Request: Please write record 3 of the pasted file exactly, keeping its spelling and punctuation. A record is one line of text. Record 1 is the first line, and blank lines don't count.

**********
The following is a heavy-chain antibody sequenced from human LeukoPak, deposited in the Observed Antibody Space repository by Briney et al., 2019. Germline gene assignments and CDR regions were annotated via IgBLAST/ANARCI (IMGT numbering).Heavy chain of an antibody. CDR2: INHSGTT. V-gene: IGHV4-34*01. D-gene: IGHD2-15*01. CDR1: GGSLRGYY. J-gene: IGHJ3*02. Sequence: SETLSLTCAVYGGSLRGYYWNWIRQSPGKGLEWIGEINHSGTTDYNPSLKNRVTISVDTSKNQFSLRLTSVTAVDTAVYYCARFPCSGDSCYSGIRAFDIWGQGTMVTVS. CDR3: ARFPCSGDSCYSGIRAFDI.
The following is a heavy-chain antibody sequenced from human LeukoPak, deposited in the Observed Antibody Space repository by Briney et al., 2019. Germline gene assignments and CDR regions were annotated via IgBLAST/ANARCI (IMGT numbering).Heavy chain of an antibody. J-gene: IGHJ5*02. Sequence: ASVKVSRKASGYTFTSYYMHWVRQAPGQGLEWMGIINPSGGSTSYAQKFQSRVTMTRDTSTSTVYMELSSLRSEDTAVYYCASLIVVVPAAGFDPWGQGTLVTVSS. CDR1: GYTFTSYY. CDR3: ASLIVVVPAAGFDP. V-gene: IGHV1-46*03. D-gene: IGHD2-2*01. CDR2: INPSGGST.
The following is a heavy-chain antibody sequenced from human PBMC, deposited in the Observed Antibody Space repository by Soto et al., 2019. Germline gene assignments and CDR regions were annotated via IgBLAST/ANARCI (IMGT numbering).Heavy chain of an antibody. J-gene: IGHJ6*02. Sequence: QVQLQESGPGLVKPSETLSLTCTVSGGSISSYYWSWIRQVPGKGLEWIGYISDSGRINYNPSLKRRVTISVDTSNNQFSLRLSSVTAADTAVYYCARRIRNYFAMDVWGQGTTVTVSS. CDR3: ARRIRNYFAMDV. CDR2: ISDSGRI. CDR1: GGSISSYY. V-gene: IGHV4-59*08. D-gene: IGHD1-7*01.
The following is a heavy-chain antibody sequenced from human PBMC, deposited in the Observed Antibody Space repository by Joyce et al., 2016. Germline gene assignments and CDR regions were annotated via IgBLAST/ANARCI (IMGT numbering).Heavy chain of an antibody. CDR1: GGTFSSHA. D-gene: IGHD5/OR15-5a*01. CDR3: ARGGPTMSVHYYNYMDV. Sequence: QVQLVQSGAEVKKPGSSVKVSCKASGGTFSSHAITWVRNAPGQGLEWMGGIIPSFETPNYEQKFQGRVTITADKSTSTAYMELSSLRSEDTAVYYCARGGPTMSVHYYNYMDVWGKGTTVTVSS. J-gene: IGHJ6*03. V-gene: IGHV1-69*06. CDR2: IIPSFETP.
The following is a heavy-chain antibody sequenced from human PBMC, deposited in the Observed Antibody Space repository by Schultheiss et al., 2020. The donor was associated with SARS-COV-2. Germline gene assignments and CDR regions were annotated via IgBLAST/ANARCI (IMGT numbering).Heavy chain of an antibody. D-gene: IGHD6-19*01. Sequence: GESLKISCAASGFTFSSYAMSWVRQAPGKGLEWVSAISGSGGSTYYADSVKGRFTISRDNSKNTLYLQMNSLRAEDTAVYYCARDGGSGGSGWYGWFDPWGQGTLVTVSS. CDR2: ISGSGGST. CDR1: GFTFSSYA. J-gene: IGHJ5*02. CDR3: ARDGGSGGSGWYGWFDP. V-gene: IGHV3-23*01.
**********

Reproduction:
The following is a heavy-chain antibody sequenced from human PBMC, deposited in the Observed Antibody Space repository by Soto et al., 2019. Germline gene assignments and CDR regions were annotated via IgBLAST/ANARCI (IMGT numbering).Heavy chain of an antibody. J-gene: IGHJ6*02. Sequence: QVQLQESGPGLVKPSETLSLTCTVSGGSISSYYWSWIRQVPGKGLEWIGYISDSGRINYNPSLKRRVTISVDTSNNQFSLRLSSVTAADTAVYYCARRIRNYFAMDVWGQGTTVTVSS. CDR3: ARRIRNYFAMDV. CDR2: ISDSGRI. CDR1: GGSISSYY. V-gene: IGHV4-59*08. D-gene: IGHD1-7*01.